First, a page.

He has been a key scientific contributor to five of the U.S. Department of Interior’s Natural Resource Damage Assessment and Restoration (NRDAR) cases, including those surrounding the B.P. oil spill, the T.V.A. ash spill (Kingston, TN), the Olin Superfund site (Saltville, VA), the South River mercury spill (Waynesboro, VA), and the Los Alamos National Lab in New Mexico. In all five NRDAR cases, he has worked effectively with multiple stakeholder groups, including industry, state government, federal government, local concerned citizens, NGOs, private consultants, and other academic institutions. He also regularly serves in advisory capacities at the local, state, national, and international levels on issues pertaining to waste management, sustainability, and the global decline of amphibians.
Dr. Hopkins has published more than 200 peer-reviewed manuscripts and book chapters on subjects pertaining to environmental stress, pollution, and physiological ecology.
Recent Relevant Publications
Button, S.T. G, Hallagan, J.J., Jachowski, C.M.B. G, Case, B.F., Groffen, J., Hopkins, W.A. 2020. Weathering the storm: Improving the availability and stability of artificial shelters for hellbender salamanders. River Research and Applications.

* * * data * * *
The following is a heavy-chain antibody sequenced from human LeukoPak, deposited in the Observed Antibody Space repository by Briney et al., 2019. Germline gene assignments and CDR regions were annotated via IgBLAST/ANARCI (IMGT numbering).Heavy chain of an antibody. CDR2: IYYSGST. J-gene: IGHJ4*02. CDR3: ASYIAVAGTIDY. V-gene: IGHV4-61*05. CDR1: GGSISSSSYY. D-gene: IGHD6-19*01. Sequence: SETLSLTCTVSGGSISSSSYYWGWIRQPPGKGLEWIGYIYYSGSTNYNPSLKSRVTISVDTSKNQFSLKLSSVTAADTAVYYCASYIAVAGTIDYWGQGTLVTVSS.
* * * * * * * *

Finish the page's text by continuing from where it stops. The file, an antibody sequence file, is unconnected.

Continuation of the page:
Button, S.T. G, Jachowski, C.M.B. G, Case, B.F., Groffen, J., Hopkins, W.A. 2020. The Influence of Multiscale Habitat Variables and Population Density on Artificial Shelter Use by Hellbenders (Cryptobranchus alleganiensis). Herpetologica.
Hope, SF G, DuRant, SE, Angelier, F, Hallagan, JJ, Moore, IT, Parenteau, C, Kennamer, RA, Hopkins, WA. 2020. Prolactin is related to incubation constancy and egg temperature following a disturbance in a precocial bird. General and Comparative Endocrinology, 295, 113489. doi.org/10.1016/j.ygcen.2020.113489